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Is Vista Still a Flop With IT?

To paraphrase Mark Twain, reports of Windows Vista's demise have been exaggerated.

Somewhat, at any rate.

Sanford C. Bernstein & Co. recently released a report that indicated Vista still isn't ringing many bells with major IT shops.

"A year of overwhelmingly bad publicity, coupled with opportunities for continued XP 'downgrades' or potentially skipping over Vista for Windows 7, look to have meaningfully eroded support for Vista and are likely to impair the product's overall adoption," the Seattle Post-Intelligencer quoted the report as stating.

That was seconded last week when analysis firm Computer Economics weighed in with early results of its own recent poll.

"The preliminary results from our annual IT staffing, spending, and technology trends survey indicate that most organizations are still not including Vista in their plans for 2008. Many are not even planning, as yet, for an eventual migration," the firm said in a statement.

"Widespread adoption of Vista could still be a year or more away, which raises the possibility that Microsoft could begin to see its dominant share of the corporate desktop market erode with this desktop upgrade cycle," the report continued.

Microsoft (NASDAQ: MSFT) does not break out sales of Vista from sales of its other "supported" operating system -- Windows XP.

However, tech analyst firms disagree on whether Vista is already past the prime it never had or is just beginning to take off.

In fact, sales of Vista to consumers are going swimmingly, according to Microsoft.

CEO Steve Ballmer said in late May that retail sales of Vista have now passed the 150 million unit mark. Additionally, by now, the vast majority of new PCs sold at retail come with a copy of Vista pre-installed.

In addition, despite all the talk in the media of the new fad of users buying a PC with Vista and then downgrading (even at additional cost) to XP, reports of that occurring have been hard to verify, say several analysts.

"I haven't seen any reliable numbers on the numbers of people who are buying Vista and downgrading to XP," Charles King, principal analyst at Pund-IT, told InternetNews.com.

That doesn't mean that some large corporate customers aren't downgrading, of course. King said, however, that the slower adoption rate is as much the result of a poor economy as anything else.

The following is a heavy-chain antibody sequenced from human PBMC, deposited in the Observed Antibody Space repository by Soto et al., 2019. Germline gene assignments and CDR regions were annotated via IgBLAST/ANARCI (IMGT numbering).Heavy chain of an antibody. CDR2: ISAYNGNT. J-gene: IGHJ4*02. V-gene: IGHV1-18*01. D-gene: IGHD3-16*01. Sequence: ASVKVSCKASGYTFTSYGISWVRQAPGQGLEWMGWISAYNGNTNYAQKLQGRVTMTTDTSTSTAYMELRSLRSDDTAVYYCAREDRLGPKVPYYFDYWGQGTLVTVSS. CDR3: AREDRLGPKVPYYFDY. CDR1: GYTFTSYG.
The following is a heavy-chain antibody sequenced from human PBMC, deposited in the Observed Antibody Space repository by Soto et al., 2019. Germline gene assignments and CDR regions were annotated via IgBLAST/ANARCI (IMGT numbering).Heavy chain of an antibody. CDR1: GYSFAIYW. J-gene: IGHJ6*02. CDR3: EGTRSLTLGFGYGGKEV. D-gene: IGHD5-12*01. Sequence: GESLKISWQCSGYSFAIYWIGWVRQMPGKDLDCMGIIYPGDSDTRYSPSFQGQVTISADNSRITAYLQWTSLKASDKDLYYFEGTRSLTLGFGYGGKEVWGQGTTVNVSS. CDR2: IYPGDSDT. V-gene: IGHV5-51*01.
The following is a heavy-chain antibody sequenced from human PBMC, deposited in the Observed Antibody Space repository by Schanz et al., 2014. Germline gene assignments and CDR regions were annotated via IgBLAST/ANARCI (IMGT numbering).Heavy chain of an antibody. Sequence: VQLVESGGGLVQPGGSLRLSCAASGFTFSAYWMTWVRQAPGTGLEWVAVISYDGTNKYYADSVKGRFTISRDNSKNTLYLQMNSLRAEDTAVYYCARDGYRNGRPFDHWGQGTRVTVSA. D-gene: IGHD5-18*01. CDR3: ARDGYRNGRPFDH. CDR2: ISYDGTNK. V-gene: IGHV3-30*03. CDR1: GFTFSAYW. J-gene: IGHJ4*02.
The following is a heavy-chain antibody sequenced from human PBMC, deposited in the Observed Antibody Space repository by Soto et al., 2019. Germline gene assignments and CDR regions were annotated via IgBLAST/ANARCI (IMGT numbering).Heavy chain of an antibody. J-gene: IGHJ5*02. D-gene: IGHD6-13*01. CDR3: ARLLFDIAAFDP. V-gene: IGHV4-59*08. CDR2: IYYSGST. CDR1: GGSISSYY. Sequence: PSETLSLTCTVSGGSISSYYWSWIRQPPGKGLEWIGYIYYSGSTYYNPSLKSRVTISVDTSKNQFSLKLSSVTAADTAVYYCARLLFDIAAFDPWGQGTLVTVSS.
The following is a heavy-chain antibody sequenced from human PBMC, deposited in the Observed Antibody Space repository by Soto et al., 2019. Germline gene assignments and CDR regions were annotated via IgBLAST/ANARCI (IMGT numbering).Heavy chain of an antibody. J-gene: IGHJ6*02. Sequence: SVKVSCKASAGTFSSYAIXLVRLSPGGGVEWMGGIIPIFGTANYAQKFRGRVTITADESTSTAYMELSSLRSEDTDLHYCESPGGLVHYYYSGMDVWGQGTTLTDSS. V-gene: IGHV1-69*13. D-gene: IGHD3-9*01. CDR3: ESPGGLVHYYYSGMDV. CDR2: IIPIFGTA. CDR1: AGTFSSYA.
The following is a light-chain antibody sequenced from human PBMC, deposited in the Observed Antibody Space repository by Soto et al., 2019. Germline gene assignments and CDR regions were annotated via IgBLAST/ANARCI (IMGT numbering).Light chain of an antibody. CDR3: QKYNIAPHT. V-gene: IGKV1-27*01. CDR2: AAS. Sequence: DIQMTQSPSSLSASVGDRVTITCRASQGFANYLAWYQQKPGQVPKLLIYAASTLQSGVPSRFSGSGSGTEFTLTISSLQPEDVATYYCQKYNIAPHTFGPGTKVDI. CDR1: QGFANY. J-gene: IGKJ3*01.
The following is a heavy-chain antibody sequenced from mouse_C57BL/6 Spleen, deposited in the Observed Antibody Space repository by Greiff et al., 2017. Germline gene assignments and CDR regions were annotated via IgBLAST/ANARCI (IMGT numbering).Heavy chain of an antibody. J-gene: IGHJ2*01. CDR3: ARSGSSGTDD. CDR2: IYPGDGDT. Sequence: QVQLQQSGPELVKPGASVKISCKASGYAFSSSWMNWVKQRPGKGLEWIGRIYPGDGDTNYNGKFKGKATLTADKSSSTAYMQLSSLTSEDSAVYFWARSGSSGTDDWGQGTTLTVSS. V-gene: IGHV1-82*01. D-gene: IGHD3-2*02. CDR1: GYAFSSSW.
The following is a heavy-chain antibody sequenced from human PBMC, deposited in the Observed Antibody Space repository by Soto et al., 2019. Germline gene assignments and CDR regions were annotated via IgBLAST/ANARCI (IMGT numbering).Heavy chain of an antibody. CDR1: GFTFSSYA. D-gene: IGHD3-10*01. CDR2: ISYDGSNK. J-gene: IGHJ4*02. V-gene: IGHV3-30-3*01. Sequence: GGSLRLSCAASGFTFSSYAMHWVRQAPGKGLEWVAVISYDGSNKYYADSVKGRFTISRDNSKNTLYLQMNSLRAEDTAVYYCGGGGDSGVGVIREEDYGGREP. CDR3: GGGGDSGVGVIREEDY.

"In the middle of a severe economic slow down, you have businesses tightening their belts," he said. That is causing companies to put off buying new PCs, which is still the primary avenue for Vista to enter the enterprise – a long-established pattern for new versions of Windows.

Gaining corporate acceptance

Tim Bajarin, president of Creative Strategies, has been hearing the same kinds of anecdotal evidence that Vista may not be having the sort of corporate impact that a new version of Windows would typically create by this stage in its lifecycle. However, he notes that at least one typical behavior has started to kick in.

"[Corporations] are now accepting Vista coming in on new machines, even if they're not replacing older machines as quickly," Bajarin said. Typical of most Windows roll outs, many corporate IT staffs will take the new system off of new PCs coming into their shops and replace them with the earlier operating system – until a point where the new system has achieved enough momentum that they finally start leaving it in place.

That appears likely to continue ramping up as Microsoft discontinues availability for Windows XP through most outlets as of this week.

In addition, Microsoft shipped Vista SP1 to volume licensees in late February. At least until recently, the conventional wisdom has been that conservative IT shops wait for the first service pack of a new Microsoft operating system to ship before they begin to deploy it.